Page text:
Colleagues of Bishop J. Woodrow Hearn remember the focus, adventurousness, and faith of the former Nebraska Conference leader, who died Aug. 31 at age 89.
A Louisiana native, Bishop Hearn led the Nebraska Conference from 1984 to 1992, before being assigned to the Houston area until his retirement in 2000. The bishop served on the General Council of Ministries from 1976 to 1984, and the General Board of Global Ministries from 1984 to 1992, serving as its president in the final four years.
“His leadership was recognized by many in the conference and the General Conference,” said the Rev. Carol Roettmer Brewer, a district superintendent under Bishop Hearn. “He was well-recognized as someone who was quite capable but also has important principles to live by.”
Not long after his election to the episcopacy in 1984, she said, Bishop Hearn determined a woman should be on the cabinet, and she was chosen.
“He did a lot of advocacy for lots of different groups,” Brewer said. “He wanted a diverse cabinet but didn’t want to choose somebody ‘just because.’”
She served as district superintendent until 1991, and her husband, James, joined the cabinet at that time.
“He was fearless. He was not afraid to go places,” the Rev. James Brewer said of Bishop Hearn.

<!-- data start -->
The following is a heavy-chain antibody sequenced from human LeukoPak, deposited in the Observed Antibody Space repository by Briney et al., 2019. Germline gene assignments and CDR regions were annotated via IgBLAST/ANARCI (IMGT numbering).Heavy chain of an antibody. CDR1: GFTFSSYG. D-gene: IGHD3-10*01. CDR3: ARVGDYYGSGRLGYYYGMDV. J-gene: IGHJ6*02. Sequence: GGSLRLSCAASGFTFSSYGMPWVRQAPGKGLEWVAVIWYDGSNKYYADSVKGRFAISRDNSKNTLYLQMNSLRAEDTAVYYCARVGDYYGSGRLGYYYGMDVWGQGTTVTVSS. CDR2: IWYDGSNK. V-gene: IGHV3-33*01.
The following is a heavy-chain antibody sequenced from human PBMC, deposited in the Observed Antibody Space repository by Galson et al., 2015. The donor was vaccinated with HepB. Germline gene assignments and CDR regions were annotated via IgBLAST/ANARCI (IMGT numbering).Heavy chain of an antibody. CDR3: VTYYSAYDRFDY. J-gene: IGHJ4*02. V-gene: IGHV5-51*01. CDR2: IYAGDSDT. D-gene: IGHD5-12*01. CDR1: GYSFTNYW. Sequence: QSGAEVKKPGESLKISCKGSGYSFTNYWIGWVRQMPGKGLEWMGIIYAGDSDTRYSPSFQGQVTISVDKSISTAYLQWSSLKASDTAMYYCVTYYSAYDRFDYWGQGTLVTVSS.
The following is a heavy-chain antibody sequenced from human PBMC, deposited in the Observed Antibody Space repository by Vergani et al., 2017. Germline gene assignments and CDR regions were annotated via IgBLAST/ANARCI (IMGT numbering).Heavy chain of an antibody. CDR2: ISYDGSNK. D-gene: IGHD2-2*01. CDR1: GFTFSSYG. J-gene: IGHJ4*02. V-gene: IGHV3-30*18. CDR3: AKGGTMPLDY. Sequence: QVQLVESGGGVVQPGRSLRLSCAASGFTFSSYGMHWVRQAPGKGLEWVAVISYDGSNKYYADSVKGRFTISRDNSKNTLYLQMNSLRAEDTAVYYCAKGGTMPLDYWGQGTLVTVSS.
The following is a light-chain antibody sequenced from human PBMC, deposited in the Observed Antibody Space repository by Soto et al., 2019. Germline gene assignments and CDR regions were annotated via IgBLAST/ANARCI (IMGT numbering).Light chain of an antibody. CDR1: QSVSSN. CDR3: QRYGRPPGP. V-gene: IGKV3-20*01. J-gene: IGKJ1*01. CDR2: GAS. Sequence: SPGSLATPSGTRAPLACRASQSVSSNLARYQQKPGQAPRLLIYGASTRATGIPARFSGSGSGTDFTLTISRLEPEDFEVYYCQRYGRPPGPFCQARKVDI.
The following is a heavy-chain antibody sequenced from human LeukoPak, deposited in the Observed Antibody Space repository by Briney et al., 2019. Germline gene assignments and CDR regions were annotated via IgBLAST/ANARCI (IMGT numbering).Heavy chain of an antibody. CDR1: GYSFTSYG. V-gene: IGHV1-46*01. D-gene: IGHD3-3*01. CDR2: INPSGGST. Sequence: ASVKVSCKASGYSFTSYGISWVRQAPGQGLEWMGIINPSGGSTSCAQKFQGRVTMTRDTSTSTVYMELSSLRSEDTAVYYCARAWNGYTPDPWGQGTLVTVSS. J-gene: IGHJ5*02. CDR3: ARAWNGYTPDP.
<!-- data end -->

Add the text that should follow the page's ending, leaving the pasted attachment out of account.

Brewer remembers Bishop Hearn talking about taking a trip to a hospital in Mozambique during the country’s civil war and hearing “the rumbling of artillery and gunfire in the background.” Bishop Hearn also told of a trip to Estonia before the fall of the Iron Curtain, where the bishop had to sneak in and out of a literal underground church.
“It was one of those great experiences of his life,” James Brewer said. “He had many of those kinds of experiences in his life.”
The Brewers also remember the guidance Bishop Hearn gave them during appointive season.
“We were very fortunate to have someone with the breadth and depth of experience that Bishop Hearn had,” Roettmer Brewer said. “He was well-schooled and understood how the appointive process works for the mission of the church. He did well with that.”
“He had his great wisdom and experience in the church that helped him make wise decisions for the conference and the future of the church,” James Brewer added.
The Rev. Dick Turner, also a district superintendent under Bishop Hearn, recalled how the bishop wanted to show support during the farm crisis of the 1980s. He asked each district superintendent to arrange visits for him, often along with his wife, Anne, to farms and those affected by the loss of the farm economy.
As DS of the South Central District in Nebraska, Turner arranged for a tour of a dairy farm for the Hearns.
“He stayed way beyond what he expected to do, but he wanted to take in every minute of it,” Turner recalled. “I remember he and Anne standing in the barn as they were milking the cows, and it was getting later and later, until the farmers asked us to stay for dinner. He told me later that was the best trip he had was there.”
Turner remembers Bishop Hearn as being a just and fair leader.
“While he was new into the episcopacy, we knew he had strengths and greatness in the local church. He fit in so well and balanced that authority and pastoral care,” Turner said. “He could be tough, and he had high expectations. … But he was also very, very pastoral.”
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